When your kid refuses to put their toys away, pulls their sibling’s hair, or throws a temper tantrum, offering them a reward might be the last thing you want to do. Trust us when we say we know exactly how you feel. However, reinforcing good behavior when it does happen — which might include offering a reward — helps to increase the likelihood it will occur again in the future. Reinforcement behavior falls under operant conditioning, a learning process under which new behaviors are acquired and changed due to their association with consequences. What does that mean for you as a parent? Using reinforcement can encourage the behaviors you would like your child to adopt, like putting their toys away and refraining from pulling their sibling’s hair. One type of reinforcement effective in encouraging and motivating your child (without getting into an argument) is intermittent reinforcement.
Once a new behavior or response has been fully established or implemented, parents might try to tackle partial or intermittent reinforcement to strengthen the new behavior. Rather than reinforcing the behavior all the time, intermittent reinforcement means the correct response gets reinforced only part of the time.
What is intermittent reinforcement?
Intermittent reinforcement is a conditioning schedule in which a reward or punishment (reinforcement) is given sporadically for the desired behavior. This is different from continuous reinforcement, in which a kid would receive the reinforcement every time the desired behavior is performed. For example, a kid on a continuous reinforcement schedule would receive an extra hour of screen time every time they complete their math homework. On an intermittent reinforcement schedule, the child would also receive screen time after completing their homework — but only every so often on a very random and unpredictable type of schedule. This brings us to our next question.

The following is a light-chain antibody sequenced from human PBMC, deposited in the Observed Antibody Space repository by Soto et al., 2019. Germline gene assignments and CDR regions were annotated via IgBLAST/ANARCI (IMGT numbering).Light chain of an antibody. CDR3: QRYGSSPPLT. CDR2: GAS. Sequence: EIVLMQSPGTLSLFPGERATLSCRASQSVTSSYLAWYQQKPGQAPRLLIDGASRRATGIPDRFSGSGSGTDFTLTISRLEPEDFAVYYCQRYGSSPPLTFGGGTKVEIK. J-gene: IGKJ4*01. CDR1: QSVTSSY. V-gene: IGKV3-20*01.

What is an intermittent reinforcement schedule?
In an intermittent reinforcement schedule, varying amounts of time are allowed to elapse between reinforcement. The reinforcement stays the same (like, for example, allowing an hour of screen time after homework), but the interval of times varies in random order. Each interval might vary from, say, one to five days or from two to four hours. The subject (your child) can’t anticipate when the reinforcement will come, which means their response (completing their homework) is more likely to be steady.
Why does this work? Well, think about it. If you always got what you desired (like screen time) every single time you did something but suddenly stopped getting it, you’d assume you’re not getting it anymore. So, you would go back to your old ways. Using the example above, the child might not finish their homework. But if you knew that you would definitely get what you wanted at some point, a few times without it doesn’t seem like much of a reason to stop your behavior altogether. You know that your reward has to be coming up soon, and you don’t want to risk not receiving it.
This explains why there’s an increased possibility that the desired behavior and response will continue and last longer with intermittent reinforcement conditioning rather than continuous reinforcement — the latter of which entails, just as it sounds, reinforcing a behavior every time. It’s the possibility of getting something we desire that helps us feel good and makes us want more. Therefore, we will do whatever we can to make that happen.